Supreme Court to decide case over Confederate flag license plate
The US Supreme Court will hear arguments Monday about whether Texas is within its rights to refuse to offer a specialty license plate with the Confederate battle flag.
Texas Department of Motor Vehicles/AP
The United States Supreme Court on Monday is set to hear a dispute over whether Texas has the authority to bar the issuance of a specialty license plate featuring the Confederate battle flag.
The controversy arose in 2009 after the group Sons of Confederate Veterans asked the Texas Motor Vehicles Board to approve a specialty license plate that prominently displayed the Confederate flag.
In the century and a half since the Civil War, the Confederate battle flag has come to represent a symbol of Southern heritage for some. But for many others, including African-Americans, the flag is viewed as a symbol of fear, intimidation, and oppression.
Cognizant of this reaction, the Motor Vehicles Board voted to reject the license plate.
The Sons of Confederate Veterans filed a lawsuit, charging that the Texas board – which has approved messages conveyed by 350 other specialty license plates – had engaged in unconstitutional viewpoint discrimination in violation of the First Amendment’s free speech clause.
A federal judge ruled for the state and dismissed the lawsuit, but the Fifth US Circuit Court of Appeals reversed, ruling that the board engaged in unconstitutional censorship by rejecting the license plate based on the viewpoint it expressed.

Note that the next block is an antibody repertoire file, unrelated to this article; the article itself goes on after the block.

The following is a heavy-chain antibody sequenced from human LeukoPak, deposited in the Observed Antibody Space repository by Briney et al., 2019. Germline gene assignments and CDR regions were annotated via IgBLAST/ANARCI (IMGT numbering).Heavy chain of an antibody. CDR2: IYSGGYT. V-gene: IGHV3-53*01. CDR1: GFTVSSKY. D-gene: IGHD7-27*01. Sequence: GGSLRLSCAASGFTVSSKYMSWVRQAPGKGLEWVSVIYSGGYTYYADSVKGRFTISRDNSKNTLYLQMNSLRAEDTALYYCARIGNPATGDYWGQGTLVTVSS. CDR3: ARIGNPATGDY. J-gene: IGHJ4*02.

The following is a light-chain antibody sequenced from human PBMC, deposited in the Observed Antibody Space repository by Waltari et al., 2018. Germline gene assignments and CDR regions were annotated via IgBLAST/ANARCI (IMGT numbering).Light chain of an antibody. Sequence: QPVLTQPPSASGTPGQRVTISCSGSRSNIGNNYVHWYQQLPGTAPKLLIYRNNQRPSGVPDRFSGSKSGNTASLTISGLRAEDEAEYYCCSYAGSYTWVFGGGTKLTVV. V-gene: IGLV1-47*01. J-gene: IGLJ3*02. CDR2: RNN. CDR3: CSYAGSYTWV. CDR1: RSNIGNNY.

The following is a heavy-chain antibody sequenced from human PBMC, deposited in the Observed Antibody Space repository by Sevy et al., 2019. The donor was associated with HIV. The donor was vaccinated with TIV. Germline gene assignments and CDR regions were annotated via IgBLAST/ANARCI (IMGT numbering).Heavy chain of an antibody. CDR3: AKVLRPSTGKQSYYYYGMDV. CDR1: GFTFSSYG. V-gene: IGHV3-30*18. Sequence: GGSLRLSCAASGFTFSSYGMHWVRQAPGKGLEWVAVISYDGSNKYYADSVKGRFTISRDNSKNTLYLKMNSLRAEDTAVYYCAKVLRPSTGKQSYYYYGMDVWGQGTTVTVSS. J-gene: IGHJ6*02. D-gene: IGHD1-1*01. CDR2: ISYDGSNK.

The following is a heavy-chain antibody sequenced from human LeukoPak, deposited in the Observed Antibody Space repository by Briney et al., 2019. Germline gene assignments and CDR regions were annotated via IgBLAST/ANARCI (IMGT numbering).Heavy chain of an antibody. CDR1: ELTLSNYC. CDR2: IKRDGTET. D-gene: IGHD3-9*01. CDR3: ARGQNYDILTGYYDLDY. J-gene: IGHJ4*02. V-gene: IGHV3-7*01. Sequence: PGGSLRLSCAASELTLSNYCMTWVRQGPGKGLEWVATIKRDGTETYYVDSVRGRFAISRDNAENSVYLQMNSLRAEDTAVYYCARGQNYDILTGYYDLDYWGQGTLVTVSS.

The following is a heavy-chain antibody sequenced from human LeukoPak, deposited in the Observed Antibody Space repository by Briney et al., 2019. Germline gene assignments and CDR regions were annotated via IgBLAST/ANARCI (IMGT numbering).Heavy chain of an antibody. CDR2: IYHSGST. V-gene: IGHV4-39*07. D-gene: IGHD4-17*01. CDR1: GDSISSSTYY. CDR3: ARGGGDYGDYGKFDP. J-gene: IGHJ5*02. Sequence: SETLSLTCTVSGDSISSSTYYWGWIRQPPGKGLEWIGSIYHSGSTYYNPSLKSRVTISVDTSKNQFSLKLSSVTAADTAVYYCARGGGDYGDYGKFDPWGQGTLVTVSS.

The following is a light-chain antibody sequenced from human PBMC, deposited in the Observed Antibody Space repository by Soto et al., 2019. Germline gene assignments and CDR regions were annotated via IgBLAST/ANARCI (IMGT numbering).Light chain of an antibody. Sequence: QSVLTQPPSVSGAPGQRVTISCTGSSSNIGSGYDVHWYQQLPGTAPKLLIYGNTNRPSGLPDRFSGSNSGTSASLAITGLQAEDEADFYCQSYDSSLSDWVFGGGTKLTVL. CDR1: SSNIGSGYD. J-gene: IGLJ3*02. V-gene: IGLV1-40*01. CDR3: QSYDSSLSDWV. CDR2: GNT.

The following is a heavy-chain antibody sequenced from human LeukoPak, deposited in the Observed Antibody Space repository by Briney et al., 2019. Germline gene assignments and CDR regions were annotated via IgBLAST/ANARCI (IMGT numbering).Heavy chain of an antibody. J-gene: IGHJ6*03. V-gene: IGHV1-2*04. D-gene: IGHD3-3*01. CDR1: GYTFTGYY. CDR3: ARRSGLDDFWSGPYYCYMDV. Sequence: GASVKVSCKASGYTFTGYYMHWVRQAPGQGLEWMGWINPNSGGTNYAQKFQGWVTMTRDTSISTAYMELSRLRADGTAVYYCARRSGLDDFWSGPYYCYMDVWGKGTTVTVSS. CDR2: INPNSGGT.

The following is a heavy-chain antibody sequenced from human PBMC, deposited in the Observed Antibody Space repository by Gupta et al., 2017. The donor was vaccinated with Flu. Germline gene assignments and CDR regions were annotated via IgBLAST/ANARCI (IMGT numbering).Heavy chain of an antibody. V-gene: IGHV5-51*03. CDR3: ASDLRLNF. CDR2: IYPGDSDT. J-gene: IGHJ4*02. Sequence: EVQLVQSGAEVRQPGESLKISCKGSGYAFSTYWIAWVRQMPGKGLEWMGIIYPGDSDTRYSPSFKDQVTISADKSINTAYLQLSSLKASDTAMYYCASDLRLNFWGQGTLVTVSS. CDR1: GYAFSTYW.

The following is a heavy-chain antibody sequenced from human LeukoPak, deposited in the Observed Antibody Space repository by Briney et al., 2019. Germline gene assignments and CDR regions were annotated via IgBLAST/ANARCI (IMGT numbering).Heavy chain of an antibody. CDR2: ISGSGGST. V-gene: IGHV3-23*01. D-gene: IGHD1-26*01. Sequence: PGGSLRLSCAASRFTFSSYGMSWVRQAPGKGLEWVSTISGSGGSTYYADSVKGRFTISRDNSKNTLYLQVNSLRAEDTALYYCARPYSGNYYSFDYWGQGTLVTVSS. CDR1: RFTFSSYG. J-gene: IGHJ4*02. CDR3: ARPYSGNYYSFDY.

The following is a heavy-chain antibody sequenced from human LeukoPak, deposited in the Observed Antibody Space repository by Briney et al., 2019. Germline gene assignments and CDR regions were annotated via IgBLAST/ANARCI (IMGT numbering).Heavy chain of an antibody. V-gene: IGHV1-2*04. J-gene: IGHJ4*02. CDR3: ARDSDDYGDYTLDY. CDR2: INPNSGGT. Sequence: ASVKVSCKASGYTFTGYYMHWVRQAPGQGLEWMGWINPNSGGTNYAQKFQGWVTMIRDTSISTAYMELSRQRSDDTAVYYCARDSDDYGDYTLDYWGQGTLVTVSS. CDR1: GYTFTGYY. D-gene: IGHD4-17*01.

In its brief to the US Supreme Court, Texas argues that it has done nothing to abridge the group’s freedom of speech.
“The respondents have every right to decorate their cars with bumper stickers or placards that display the Confederate battle flag. But they cannot commandeer the state into promoting the Confederate battle flag on a state-issued license plate,” the Texas brief says.
“The [Sons of Confederate Veterans] are not seeking to vindicate their freedom of speech; they are trying to coerce the State of Texas into propagating a message and image that it does not wish to convey,” the brief adds.
The federal appeals court ruled that since Texas offers a wide range of specialty license plates with state-approved messages for sale to motorists who embrace those messages, it could not single out certain objectionable or offensive messages from inclusion in the specialty plate program.
At the core of the Texas argument is the assertion that the state-issued license plates – and their messages – are government-endorsed speech and that the government is entitled to decide what to say and what not to say.
“On each license plate, Texas communicates a message within its sole control, and consenting motorists assist in spreading that state-approved speech,” Texas Solicitor General Scott Keller wrote in his brief.
Lawyers for the Sons of Confederate Veterans counter that the messages on specialty license plates are not government speech. Instead, the messages belong to those private individuals, businesses, and groups who designed the specialty license plates. They also belong to each driver who chooses to attach a specialty plate – and its message – to his or her motor vehicle.